Arts & Events

Theater Review: Everybody Loves a Good Dog Story

By John A. McMullen, II
Tuesday May 25, 2010 - 05:34:00 PM
Analisa Svehaug, in the title role of stray-dog Sylvia, cowers at the growl of her master’s jealous wife, played by Leontyne Mbele-Mbong.
Analisa Svehaug, in the title role of stray-dog Sylvia, cowers at the growl of her master’s jealous wife, played by Leontyne Mbele-Mbong.

It’s a simple tale with a poignant, comedic story line (just like a dog!): NYC middle-aged, upper-middle-class, work-disgruntled shlub meets stray dog in the park and brings her home.Wife—who is filling her empty nest with teaching Shakespeare to inner-city children and relishing her freedom—does not like this mutt, and, not without reason, views her as a rival for her husband’s affections. 

A.R. “Pete” Gurney is a master playwright (The Dining Room, Love Letters, The Cocktail Hour) who writes about Northeastern, urban WASPS. 

Pete Gurney’s characters in this play are like those upper-middle-class Upper-West-Siders we know from New Yorker cartoons.His SYLVIA, now playing at Alameda’s Altarena Playhouse, was a hit in the mid-nineties that brought Sarah Jessica Parker to Broadway fame in the title role. 

In a few short moments, Gurney makes us believe in a talking dog in Manhattan.Of course, the underbelly of the play is the “anthropomorphizing”— in this instance, attributing human characteristics to a dog and projecting their thoughts and feelings onto her. 

Now, the thing about NYC is that every little thing is a major big deal.And they talk really fast, and overtop of one another.And that’s funny. Think Seinfeld.Think Neil Simon.There’s a reason that not a lot of comedies are set in Omaha. 

Altarena’s attempt at Gurney needs an infusion of that presto con vivo tempo and the sleeve-displayed neuroses we associate with The-City-So-Nice-They-Had-To-Name-It-Twice.Under Greg Kahane’s direction, this show, which usually runs two hours with intermission, ran about 2:25; it would be more engaging—and funnier— if the pace were hastened, and the Big City angst, wit, and ennui were palpably front and center. 

The audience of 100 on a Friday evening (always a difficult crowd, tired from the work-week) enjoyed it the way a community theatre audience lends support, chortling and tittering and looking for a place to laugh and appreciate, and applauding each scene in the black-outs between. Probably the clever writing itself would bring forth that reaction in a cold-read.But everyone was wide awake and happy, and all returned from intermission, which is always a good sign, particularly on a Friday night. 

Luckily, Analisa Svehaug plays the pooch, Sylvia.She is reminiscent of a young Annette Bening, has excellent comedic sensibilities, knows when to seduce, when to be coy, and when to lick her master’s face. This approach works well to keep her master Greg on the string with her push-me-pull-you temperament (who is really holding that leash?).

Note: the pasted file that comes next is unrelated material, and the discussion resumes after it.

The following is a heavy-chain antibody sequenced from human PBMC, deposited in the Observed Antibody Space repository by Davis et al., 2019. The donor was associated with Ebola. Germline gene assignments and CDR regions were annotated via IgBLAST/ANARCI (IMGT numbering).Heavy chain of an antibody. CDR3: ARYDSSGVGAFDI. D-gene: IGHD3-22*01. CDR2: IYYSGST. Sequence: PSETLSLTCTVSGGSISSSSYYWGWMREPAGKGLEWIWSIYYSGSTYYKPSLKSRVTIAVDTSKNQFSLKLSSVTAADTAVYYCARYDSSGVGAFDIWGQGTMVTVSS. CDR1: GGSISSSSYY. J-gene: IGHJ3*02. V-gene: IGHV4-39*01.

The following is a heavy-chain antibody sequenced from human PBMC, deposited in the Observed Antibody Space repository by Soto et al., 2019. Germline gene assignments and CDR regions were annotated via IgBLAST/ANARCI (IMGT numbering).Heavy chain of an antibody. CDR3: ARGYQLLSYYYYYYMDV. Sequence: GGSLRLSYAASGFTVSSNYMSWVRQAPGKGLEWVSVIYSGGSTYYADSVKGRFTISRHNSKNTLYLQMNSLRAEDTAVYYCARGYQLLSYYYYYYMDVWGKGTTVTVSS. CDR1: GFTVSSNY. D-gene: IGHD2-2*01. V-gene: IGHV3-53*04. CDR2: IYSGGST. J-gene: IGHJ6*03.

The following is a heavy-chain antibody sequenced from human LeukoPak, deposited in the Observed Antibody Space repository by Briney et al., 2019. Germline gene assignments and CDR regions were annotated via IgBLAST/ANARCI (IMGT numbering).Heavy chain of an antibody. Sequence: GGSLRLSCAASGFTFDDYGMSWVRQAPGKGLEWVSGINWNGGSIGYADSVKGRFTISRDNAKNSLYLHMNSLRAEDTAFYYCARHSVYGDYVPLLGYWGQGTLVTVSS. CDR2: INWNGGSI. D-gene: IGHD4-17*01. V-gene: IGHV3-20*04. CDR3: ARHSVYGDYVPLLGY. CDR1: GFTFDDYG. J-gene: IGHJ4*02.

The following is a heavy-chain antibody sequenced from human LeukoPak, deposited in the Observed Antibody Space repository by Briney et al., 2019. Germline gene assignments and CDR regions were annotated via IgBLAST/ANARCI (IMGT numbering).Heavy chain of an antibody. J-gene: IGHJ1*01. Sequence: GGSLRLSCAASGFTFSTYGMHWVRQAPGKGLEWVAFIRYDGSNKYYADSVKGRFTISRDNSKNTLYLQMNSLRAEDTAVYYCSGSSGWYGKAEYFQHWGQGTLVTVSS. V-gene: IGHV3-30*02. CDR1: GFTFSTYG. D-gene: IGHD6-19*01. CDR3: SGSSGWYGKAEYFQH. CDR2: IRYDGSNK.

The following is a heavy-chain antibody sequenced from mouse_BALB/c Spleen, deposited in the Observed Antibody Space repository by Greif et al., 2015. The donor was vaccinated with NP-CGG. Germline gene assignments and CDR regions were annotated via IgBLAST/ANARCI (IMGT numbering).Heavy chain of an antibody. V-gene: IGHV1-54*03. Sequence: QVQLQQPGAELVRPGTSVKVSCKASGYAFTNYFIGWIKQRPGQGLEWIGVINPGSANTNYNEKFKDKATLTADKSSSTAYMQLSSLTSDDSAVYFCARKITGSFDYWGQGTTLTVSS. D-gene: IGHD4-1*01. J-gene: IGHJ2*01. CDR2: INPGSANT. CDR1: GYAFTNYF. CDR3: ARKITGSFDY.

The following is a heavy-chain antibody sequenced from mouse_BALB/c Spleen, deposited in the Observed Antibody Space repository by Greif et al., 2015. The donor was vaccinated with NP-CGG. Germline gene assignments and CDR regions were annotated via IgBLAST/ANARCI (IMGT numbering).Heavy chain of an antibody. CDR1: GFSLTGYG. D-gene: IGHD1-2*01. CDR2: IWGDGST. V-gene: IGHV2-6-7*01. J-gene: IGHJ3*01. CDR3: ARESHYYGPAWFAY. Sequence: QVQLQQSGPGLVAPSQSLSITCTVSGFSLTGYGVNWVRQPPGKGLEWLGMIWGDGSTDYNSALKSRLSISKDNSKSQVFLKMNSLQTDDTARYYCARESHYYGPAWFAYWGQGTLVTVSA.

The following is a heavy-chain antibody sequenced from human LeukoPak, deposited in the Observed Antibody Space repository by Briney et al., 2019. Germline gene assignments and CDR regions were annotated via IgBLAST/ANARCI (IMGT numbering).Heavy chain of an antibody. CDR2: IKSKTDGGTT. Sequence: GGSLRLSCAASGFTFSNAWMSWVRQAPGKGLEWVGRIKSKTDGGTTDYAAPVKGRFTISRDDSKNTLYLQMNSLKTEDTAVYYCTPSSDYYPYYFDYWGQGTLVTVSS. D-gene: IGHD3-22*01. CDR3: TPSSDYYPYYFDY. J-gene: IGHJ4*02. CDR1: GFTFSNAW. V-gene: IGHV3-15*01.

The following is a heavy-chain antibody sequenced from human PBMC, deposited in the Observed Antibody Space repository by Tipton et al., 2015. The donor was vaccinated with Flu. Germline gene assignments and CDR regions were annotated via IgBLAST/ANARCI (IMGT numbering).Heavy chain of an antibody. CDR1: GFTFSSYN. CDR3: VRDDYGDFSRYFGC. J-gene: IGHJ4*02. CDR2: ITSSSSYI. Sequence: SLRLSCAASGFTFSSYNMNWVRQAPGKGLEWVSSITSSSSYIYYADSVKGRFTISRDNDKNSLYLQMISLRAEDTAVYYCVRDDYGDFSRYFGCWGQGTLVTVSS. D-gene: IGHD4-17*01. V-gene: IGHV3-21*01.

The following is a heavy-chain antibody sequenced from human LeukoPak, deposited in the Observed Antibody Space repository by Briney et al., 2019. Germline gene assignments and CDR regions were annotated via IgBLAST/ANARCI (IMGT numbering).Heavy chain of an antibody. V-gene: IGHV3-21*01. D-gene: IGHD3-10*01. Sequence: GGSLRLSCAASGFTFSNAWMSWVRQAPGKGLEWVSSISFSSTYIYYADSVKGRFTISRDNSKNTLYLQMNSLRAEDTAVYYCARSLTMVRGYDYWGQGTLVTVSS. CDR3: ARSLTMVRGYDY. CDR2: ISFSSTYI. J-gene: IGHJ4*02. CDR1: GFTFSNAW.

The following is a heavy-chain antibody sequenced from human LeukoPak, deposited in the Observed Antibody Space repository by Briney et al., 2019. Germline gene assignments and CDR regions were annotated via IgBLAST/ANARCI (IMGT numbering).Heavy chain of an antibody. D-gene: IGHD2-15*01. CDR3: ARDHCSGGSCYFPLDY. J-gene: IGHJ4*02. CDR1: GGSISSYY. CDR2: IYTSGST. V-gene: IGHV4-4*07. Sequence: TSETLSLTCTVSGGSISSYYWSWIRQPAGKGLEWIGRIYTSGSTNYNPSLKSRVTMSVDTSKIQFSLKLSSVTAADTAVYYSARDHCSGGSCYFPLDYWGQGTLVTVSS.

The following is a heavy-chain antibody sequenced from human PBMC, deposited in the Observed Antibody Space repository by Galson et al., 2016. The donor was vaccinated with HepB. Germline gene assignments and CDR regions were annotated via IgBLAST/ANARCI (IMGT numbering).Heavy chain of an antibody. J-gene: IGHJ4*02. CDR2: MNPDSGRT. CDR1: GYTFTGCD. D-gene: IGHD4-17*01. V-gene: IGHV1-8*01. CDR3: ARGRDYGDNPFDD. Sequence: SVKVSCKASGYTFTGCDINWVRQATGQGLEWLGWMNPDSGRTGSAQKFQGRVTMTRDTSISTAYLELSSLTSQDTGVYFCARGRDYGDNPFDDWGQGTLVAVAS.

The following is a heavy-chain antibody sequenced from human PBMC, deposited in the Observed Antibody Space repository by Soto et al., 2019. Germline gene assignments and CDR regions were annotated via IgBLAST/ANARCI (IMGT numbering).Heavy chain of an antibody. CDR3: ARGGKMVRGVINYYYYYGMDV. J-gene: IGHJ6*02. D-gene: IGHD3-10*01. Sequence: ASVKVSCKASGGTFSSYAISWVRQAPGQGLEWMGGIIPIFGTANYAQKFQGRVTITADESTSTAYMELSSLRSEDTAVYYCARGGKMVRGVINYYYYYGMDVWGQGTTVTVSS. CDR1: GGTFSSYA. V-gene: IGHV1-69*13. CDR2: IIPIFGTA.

Playing a dog is tricky.Many of us live with dogs, most of us have had a dog, some of us play puppy with our sweeties, and—except for unreconstructed cat people who generally go only to Noel Coward plays—most of us have a keen idea about what constitutes proper canine impersonation.For the first half of the first act, I was not sold on Ms. Svehaug’s channeling dog-ness.Then, on a walk in the park, she sees a cat and all hell breaks loose.After that, she convinced me.Her performance is magnetic, and a good reason to go. 

We love anybody who rescues a dog.But Greg’s (Christopher Ciabattoni) needs and despair are not committed enough for our hearts to fully go out to him.Nor do we care sufficiently for his wife, Kate (Leontyne Mbele-Mbong).I saw the interracial marriage as brilliant casting by showing the couple's sophistication.But recognizing that the actress has the tough task of gaining sympathy as a dog-hater can’t explain away my criticism.It’s that she reacts with flat-line annoyance rather than the duel-to-the-death fervor expected when you witness your husband abandoning you for a furry subspecies. To care for these two, I needed more passion, more bark, more bite. 

Jamie Olsen plays triple parts, always a challenge, and always a laugh-getting stratagem that Gurney often uses.Mr. Olsen plays Tom, the regular-guy-dog-owner in the dog park (which could use a NYC dialect for spice); then Kate’s well-connected friend Phyllis from Vassar with a Julia Child-like cracking soprano; he saves the best for last with is his flamboyant, over-the-top, androgynous, new-agey therapist Leslie whose drastic recommendations left the audience genuinely laughing out loud. 

Darrell Burson hand-painted vista of high-rises through arched windows quickly sets us in their tax-bracket and urban milieu. Their condo is very beige with white furniture.The floor, though, is scratched-up faux hardwood.I expected matching white or beige carpeting, which would have been an immediate and visual no-dog argument and raised the stakes. 

Gurney’s work keenly derives from such traditional dog sentiment as: “The dog is the only animal that has seen his god” (anon.); novelist Ben William’s quip, “There is no psychiatrist in the world like a puppy licking your face”; and “Dogs' lives are too short—their only fault, really” (A. S. Turnbull).And everybody loves a good dog story. 

SYLVIA plays Fridays and Saturdays at 8pm, and Sunday Matinees at 2 pm, through June 13, at Altarena Playhouse, 1409 High Street (take High St. Exit off 880), Alameda, CA.  

Tickets/info: (510) 523-1553 or 

Written by A. R. Gurney, directed by Greg Kahane, set design and painting by Darrell Burson, costumes by Patrick O. Sanchez, prop management by Sydney Michaels, and stage management by Vadette Goulet. Frederick L. Chacon, artistic director. 


WITH: Christopher Ciabattoni (Greg), Leontyne Mbele-Mbong (Kate), Jamie Olsen (Tom/Phyllis/Leslie), and Analisa Svehaug (Sylvia).